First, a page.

Raja Bhatt of Queens was ticketed for allegedly taking part in a “day-use group” with more than fifteen people — the legal limit for a hike in the High Peaks Wilderness Area.
Bhatt, who is thirty-two, said he didn’t organize the hike or the keg party.
“I was simply on the summit with some friends, and some friend of a friend brought a keg,” he said.
Bhatt posted photos on his Facebook page showing a large group of people on the 4,161-foot summit. In one image, a woman was held upside-down while drinking from the tap. The photos were shared on the Aspiring Forty-Sixers and Adirondack Explorer Facebook pages, eliciting condemnations from many (but not all) viewers.
“The only reason I got slapped with a ticket is I was the one who posted the photos,” he said.
DEC says the charge was based on the photos and on an interview with Bhatt. The regulation states that “no person shall be part of a day use group containing 16 or more people.”
Bhatt said he had finished his Forty-Sixer round the previous day on Whiteface Mountain. The next morning, he hiked Phelps from Adirondak Loj with six or seven friends. He said other friends and acquaintances hiked up the mountain at different times.
Bhatt estimated that his circle of friends on the summit numbered no more than fifteen. “Not everyone in those photos was in our group,” he said.
The photo of the upside-down woman notwithstanding — which he described as one brief moment — Bhatt said the party was not boisterous and no one on the summit objected to it.
Natalya Budnyatsky, an acquaintance of Bhatt, said he has been unfairly targeted by DEC. “He wasn’t the mastermind. He took the fall because he took the pictures,” she said.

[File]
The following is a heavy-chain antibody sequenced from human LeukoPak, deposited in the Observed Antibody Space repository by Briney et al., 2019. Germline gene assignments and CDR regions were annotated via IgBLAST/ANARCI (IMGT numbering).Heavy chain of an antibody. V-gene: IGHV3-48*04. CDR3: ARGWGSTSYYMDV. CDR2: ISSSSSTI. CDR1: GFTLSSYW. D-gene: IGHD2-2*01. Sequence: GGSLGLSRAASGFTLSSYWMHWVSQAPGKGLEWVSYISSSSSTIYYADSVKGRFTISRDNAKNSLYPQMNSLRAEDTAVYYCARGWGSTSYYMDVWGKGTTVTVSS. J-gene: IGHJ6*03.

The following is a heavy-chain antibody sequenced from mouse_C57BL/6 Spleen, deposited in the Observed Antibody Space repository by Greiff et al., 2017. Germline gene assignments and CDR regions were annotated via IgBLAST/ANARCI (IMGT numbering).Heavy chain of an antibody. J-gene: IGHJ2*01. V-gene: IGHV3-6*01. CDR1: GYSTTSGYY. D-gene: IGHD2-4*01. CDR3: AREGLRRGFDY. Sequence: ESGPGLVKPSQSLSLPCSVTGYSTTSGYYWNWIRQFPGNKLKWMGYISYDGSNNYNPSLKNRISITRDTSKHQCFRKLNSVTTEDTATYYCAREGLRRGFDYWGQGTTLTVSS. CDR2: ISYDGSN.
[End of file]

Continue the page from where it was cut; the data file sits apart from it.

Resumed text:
She too said the party did not disturb other hikers. She added that the keg held only five gallons and was toted up the mountain in a backpack. “It wasn’t like people were getting drunk on the mountain,” she said. “People had a beer and enjoyed the view, and that was it.”
Brian Hoody, the president of the Adirondack Forty-Sixers, said the mountaintop celebration goes against the spirit of his organization, which promotes wilderness education and stewardship. “We neither need nor want members who behave in this fashion,” he said.
Neil Woodworth, executive director of the Adirondack Mountain Club, also criticized the celebration. “I am appalled at the idea of a keg party on the summit of Phelps,” he said. “… In my opinion, this kind of behavior is certainly inconsistent with the character and respect for the mountains that I expect of a Forty-Sixer.”
Woodworth added that he believes a similar celebration took place recently on Cascade Mountain.
Some Facebook commenters defended the partiers. “If they did damage fine them,” one person wrote. “If they had a good time and didn’t do any damage, then you’re just being a fun slayer.”
Bhatt faces a possible fine of up to $250 and up to 15 days in jail. He was scheduled to appear in North Elba Town Court to answer the charge.
Phil Brown contributed to this report.
Photo: A screenshot of the Facebook post showing a keg party on Phelps Mountain.
NOTE: The story has been corrected to clarify that Raja Bhatt was not charged with organizing the hike. Rather, he was charged being part of day-use group that exceeded the legal size limit.